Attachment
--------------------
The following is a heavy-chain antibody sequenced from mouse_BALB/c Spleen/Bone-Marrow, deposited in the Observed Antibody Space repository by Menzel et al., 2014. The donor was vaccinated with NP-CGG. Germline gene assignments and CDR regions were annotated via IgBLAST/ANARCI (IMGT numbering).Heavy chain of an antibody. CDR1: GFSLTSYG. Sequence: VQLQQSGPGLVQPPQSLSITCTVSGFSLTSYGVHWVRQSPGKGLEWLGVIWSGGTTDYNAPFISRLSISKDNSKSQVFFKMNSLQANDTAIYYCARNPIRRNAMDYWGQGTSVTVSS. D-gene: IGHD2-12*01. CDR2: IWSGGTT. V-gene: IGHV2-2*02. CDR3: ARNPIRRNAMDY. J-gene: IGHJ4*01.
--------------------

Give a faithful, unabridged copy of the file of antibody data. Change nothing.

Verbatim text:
The following is a heavy-chain antibody sequenced from mouse_BALB/c Spleen/Bone-Marrow, deposited in the Observed Antibody Space repository by Menzel et al., 2014. The donor was vaccinated with NP-CGG. Germline gene assignments and CDR regions were annotated via IgBLAST/ANARCI (IMGT numbering).Heavy chain of an antibody. CDR1: GFSLTSYG. Sequence: VQLQQSGPGLVQPPQSLSITCTVSGFSLTSYGVHWVRQSPGKGLEWLGVIWSGGTTDYNAPFISRLSISKDNSKSQVFFKMNSLQANDTAIYYCARNPIRRNAMDYWGQGTSVTVSS. D-gene: IGHD2-12*01. CDR2: IWSGGTT. V-gene: IGHV2-2*02. CDR3: ARNPIRRNAMDY. J-gene: IGHJ4*01.